BYOD issues need to be solved, says HP

BYOD issues need to be solved, says HP

The benefits of implementing the bring your own device (BYOD) trend have been well documented, but the working practice can come with challenges, such as security.

Technology firm Hewlett-Packard (HP) has claimed that these concerns cannot be avoided by businesses looking to take advantage of the efficiency gains the trend can offer.

HP recently reported that around 50 per cent of workers using their own and company-owned devices for enterprise purposes are doing so on three or more gadgets.

Kash Shaikh, senior director of HP's product and technical marketing, networking, said that IT departments are ignoring the potential dangers to their company, with many firms unprepared for the risks posed by security threats such as malware.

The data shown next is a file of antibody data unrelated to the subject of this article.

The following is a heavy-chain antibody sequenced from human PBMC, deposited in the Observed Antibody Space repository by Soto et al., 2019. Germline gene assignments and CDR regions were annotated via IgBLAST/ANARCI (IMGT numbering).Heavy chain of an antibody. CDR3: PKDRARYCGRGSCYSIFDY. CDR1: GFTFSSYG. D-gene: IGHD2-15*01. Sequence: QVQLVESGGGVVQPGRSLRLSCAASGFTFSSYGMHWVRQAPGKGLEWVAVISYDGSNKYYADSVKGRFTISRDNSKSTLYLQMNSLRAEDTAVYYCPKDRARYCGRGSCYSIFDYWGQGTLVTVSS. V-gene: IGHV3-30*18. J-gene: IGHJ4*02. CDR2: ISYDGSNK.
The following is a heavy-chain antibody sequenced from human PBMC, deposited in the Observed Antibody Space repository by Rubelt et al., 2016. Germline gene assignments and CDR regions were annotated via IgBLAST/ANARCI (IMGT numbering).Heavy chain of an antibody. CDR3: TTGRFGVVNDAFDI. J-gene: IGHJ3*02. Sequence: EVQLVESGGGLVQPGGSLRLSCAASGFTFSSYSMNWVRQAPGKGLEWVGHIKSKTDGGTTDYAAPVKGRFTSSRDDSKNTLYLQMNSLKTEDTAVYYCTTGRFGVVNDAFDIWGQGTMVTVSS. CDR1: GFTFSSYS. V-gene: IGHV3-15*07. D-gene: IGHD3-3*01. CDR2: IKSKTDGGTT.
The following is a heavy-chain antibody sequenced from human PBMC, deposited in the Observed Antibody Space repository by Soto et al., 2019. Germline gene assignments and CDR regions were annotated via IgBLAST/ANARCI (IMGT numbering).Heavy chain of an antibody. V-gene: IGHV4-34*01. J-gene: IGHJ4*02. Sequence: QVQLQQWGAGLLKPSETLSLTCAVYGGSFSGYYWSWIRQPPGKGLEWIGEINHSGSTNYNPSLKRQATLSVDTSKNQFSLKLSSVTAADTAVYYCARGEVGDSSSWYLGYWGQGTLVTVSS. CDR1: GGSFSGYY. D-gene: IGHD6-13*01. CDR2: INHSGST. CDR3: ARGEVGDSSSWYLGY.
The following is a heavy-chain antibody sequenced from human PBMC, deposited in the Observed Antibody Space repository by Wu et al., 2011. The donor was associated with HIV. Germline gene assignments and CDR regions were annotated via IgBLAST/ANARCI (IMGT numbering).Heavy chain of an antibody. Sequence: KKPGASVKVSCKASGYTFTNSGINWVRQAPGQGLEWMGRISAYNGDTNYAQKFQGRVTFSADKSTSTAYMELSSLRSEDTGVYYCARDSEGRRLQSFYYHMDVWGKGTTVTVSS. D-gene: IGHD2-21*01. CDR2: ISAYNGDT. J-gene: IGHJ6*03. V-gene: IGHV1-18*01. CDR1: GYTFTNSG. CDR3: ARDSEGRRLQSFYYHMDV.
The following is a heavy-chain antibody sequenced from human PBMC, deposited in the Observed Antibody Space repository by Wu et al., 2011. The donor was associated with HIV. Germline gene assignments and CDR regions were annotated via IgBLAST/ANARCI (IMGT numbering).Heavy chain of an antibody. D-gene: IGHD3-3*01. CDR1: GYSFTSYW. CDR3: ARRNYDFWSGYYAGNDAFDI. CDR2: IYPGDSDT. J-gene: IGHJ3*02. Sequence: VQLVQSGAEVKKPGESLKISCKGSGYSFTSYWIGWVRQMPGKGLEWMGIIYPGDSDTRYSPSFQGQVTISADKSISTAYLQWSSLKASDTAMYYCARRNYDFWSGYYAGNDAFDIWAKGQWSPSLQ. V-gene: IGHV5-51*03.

HP estimates that employee-owned smartphones and tablets will be compromised by malware at more than double the rate of company devices, indicating that some organisations could be facing severe problems.

He said that "the legacy networks of most organisations are simply unprepared for BYOD", before calling for businesses to implement a more holistic or unified solution to the threats and challenges posed by BYOD.

With Gartner recently predicting that by 2016, two-thirds of the world's workforce will own smartphones and 40 per cent of staff members will be mobile, the problems are only going to get worse for businesses, so it is important to act now.

The calls from HP go against a study conducted by CEB, which found that companies may be ploughing too much money into data security.

Outdated or excessive data controls were highlighted as very costly to many companies, with the organisation estimating that the average organisation could be losing as much as £13 million a year.

Steven Williams, managing director, CEB, said: “Lots has been made in recent years of the potentially huge costs to companies of failing to take care of their data, but it works the other way too. It’s perfectly possible to take too much care of your data."